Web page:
EN 14735:2005         Characterization of waste - Preparation of waste samples for ecotoxicity tests
EN                 Characterization of waste - Preparation of waste samples for ecotoxicity tests
EN 14899:2005         Characterization of waste - Sampling of waste materials - Framework for the
                      preparation and application of a Sampling Plan
EN 15002:2006         Characterization of waste - Preparation of test portions from the laboratory
EN 15169:2007         Characterization of waste - Determination of loss on ignition in waste, sludge and
EN 15192:2006         Characterisation of waste and soil - Determination of Chromium(VI) in solid
                      material by alkaline digestion and ion chromatography with spectrophotometric
EN 15216:2007         Characterization of waste - Determination of total dissolved solids (TDS) in water
                      and eluates
EN 15308:2008         Characterization of waste - Determination of selected polychlorinated biphenyls
                      (PCB) in solid waste by using capillary gas chromatography with electron capture
                      or mass spectrometric detection
EN 15309:2007         Characterization of waste and soil - Determination of elemental composition by X-
                      ray fluorescence
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          Complementation of the available set of standards with daughter standards addressing
          key sampling scenarios such as heaps, containers and vehicles solids out of streams
          etc. Some of these sampling scenario‟s are currently described in national standards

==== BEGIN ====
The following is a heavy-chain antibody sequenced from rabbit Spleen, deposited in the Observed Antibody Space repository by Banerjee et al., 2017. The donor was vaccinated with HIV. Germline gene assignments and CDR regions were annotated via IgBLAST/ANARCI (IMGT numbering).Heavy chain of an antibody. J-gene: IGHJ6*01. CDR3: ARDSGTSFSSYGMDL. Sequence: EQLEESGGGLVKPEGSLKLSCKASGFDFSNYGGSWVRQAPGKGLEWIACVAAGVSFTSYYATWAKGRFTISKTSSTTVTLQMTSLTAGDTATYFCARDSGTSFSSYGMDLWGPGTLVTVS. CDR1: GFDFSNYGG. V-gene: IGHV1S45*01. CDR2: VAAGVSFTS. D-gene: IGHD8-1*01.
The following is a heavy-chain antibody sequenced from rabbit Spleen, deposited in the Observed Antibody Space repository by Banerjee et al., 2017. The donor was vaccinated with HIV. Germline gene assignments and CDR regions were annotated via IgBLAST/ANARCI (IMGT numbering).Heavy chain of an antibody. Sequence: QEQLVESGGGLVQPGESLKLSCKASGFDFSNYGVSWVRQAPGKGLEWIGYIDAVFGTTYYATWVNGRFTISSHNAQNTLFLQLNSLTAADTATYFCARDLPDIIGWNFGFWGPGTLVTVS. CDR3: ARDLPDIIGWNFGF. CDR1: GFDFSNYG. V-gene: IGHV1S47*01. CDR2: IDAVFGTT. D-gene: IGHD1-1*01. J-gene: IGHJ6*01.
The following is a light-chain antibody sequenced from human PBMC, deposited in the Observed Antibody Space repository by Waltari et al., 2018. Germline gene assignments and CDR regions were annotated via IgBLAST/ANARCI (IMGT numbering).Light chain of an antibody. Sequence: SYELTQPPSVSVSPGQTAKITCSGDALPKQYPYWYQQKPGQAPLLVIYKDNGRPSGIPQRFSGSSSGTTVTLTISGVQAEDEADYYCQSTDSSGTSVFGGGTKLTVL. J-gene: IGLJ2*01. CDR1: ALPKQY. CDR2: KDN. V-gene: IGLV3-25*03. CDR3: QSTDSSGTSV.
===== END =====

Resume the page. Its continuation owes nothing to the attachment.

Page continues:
developed by various member states
          Assement of methods and criteria related to determination of end of waste
          Standardization for characterization of liquid waste, oily sludges and two phase liquids
          With regard to the waste Directive and the present revision proposal, the measurement-
          testing standards that are needed for the different criteria should be considered.
          Especially, the extention of tools in relation to sustainable landfill needs further
          Relation of CEN/TC 292 activities with Reach/ADR
          Measurement and test methods for banned substances
          Characterization for recycling materials
          Investigation of leads that the EU communication document of standardization and
          Environment may provide
          Investigate to what extent landfilling of monolithic waste is adequately covered in
          Contribution of CEN/TC 292 for judgement of hazardous waste / judgement of waste
          treatment options
          Investigate to what extend all aspects of mining waste are adequately covered in the
          development of standards
          Development of tools for alternative materials (formerly wastes) in construction
          Role of CEN/TC 292 in relation to other TC‟s with regard to specific common issues